Addressing the International Workshop on Green National Accounting for India in New Delhi on Friday, Singh said: "India's commitment to planned economic development reflects the government's determination to improve the economic conditions of our people and an affirmation of the role of the government in bringing about this outcome through a variety of social, economic, and institutional initiatives."
"But as the economy develops the capacity to grow rapidly, it gives rise to many new challenges. For instance, natural resources are limited, and final. And one needs to decide how to use these scarce resources optimally, both from the economic development and the sustainability perspectives," he said.
He said often economic policies designed to promote growth have been implemented without considering their full environmental consequences, presumably on the assumption that these consequences would either take care of themselves or could be dealt with separately.
"There is evidence to suggest that such policies may actually result in a net decrease in human well-being. Even though it is not easy to quantify this concept.
"Globally, environmental degradation is manifesting itself through the loss of fertile soils, desertification, decreasing forest cover, reduction of fresh water availability, and an extreme loss of bio-diversity. These are serious consequences, and it has become clear today that economic development must be environmentally sustainable," said the PM.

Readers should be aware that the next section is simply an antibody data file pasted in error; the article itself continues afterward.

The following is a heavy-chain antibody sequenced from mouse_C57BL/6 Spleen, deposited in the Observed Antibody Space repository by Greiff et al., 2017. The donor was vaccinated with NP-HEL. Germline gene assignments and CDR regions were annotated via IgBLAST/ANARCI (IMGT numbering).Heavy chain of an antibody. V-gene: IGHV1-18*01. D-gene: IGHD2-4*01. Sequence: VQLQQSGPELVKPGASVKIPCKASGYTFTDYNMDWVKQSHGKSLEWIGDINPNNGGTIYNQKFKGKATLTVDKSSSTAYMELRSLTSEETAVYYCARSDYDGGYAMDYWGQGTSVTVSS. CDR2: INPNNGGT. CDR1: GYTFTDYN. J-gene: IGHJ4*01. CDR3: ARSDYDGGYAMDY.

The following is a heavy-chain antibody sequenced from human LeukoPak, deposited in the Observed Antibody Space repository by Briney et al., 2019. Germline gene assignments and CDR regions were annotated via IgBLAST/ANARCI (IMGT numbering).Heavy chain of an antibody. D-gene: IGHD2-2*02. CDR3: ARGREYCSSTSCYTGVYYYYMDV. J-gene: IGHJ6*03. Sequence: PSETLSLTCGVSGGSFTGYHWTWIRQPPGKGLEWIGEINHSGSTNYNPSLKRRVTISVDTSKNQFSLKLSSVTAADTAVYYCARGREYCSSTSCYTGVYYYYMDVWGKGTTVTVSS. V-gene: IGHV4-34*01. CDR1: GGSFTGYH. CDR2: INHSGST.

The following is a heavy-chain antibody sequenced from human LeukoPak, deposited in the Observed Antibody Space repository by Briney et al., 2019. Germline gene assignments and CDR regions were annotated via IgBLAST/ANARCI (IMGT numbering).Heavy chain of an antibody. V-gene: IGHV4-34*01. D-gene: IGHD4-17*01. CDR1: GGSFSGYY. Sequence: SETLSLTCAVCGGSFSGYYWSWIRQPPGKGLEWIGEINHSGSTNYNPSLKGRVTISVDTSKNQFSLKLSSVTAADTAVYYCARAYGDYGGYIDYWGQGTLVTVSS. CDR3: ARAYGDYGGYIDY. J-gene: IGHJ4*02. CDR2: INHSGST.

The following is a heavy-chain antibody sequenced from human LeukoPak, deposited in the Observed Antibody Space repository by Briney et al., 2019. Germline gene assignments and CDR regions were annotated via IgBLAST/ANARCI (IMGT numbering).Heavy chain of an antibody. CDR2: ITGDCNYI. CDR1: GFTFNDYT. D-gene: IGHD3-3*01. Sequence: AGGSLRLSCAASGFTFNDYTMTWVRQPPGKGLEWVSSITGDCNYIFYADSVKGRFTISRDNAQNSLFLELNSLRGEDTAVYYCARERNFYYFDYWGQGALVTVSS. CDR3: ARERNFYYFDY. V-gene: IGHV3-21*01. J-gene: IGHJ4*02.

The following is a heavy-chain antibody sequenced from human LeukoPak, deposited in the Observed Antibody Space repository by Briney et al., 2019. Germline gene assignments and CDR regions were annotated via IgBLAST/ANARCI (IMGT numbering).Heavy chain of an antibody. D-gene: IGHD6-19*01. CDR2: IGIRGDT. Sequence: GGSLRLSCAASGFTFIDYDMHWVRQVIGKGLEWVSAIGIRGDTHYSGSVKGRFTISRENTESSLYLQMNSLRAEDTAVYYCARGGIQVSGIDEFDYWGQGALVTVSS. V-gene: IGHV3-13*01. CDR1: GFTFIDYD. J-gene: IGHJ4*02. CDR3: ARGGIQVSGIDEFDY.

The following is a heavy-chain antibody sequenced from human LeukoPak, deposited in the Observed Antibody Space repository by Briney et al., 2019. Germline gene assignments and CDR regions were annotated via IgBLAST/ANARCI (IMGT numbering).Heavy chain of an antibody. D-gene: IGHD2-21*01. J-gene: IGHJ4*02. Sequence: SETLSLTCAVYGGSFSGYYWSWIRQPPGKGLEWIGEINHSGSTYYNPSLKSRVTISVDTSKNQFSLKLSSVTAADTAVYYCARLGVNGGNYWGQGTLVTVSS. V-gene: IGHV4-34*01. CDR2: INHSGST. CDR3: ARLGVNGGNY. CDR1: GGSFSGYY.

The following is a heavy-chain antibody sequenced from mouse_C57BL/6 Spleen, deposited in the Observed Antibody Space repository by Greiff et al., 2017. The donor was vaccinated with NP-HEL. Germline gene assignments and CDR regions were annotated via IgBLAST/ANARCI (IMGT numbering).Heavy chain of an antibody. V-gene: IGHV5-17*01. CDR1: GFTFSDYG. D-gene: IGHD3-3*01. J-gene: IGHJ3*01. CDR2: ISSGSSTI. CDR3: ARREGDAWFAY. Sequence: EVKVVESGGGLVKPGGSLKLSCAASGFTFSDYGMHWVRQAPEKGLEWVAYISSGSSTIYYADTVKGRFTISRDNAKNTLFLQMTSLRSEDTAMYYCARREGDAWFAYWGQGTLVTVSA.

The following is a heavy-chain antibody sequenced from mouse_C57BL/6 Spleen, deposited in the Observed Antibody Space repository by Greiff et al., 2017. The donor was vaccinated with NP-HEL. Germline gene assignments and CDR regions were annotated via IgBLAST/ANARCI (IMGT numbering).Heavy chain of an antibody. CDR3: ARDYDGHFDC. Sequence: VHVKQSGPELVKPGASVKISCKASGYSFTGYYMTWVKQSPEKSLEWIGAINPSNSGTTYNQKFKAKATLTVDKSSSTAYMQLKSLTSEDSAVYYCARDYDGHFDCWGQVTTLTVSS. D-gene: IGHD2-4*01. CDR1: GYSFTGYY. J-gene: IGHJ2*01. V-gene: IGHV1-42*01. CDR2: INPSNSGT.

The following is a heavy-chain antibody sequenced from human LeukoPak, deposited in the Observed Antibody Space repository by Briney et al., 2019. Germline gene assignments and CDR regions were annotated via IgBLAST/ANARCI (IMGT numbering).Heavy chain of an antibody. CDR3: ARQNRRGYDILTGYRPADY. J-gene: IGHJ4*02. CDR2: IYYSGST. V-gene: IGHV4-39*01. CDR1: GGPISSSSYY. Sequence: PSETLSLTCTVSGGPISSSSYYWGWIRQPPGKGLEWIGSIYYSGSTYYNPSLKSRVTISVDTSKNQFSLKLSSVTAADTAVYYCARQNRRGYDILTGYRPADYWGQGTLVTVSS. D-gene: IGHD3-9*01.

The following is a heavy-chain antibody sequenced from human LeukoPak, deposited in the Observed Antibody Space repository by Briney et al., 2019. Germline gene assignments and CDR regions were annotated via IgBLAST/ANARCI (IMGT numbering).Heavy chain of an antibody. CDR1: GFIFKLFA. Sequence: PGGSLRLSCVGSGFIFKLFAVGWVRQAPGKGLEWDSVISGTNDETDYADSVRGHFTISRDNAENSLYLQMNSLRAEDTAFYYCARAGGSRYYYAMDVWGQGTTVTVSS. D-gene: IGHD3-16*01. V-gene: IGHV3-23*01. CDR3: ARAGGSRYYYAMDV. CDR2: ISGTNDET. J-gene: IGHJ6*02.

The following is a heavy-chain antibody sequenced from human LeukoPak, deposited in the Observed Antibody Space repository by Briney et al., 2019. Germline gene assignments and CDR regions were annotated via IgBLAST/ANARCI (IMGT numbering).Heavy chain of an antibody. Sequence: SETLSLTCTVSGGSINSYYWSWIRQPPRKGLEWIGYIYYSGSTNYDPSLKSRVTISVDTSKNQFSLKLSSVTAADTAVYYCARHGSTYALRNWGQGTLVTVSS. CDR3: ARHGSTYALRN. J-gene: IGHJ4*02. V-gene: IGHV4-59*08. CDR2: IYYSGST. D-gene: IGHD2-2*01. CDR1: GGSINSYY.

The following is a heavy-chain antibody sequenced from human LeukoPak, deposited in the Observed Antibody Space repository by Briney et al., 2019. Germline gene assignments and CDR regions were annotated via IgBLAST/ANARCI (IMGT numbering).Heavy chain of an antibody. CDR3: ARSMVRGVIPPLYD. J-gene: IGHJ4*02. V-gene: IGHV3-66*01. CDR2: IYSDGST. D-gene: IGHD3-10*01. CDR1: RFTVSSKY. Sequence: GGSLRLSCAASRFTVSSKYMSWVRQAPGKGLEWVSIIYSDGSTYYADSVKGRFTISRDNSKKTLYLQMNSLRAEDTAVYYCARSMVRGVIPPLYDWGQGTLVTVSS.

He said through planned economic development, India aims to attain economic growth and poverty alleviation, and doing so in a sustainable manner.
"This is all the more important since a significant segment of India's population, particularly the rural poor, depends on natural resources for their subsistence and earning their livelihood.
"The poor need to be fully factored in when we deliberate the calculus of growth, which can be sustained only if natural resources are managed on a sustainable basis," the PM said.
--IBNS (Posted on 05-04-2013)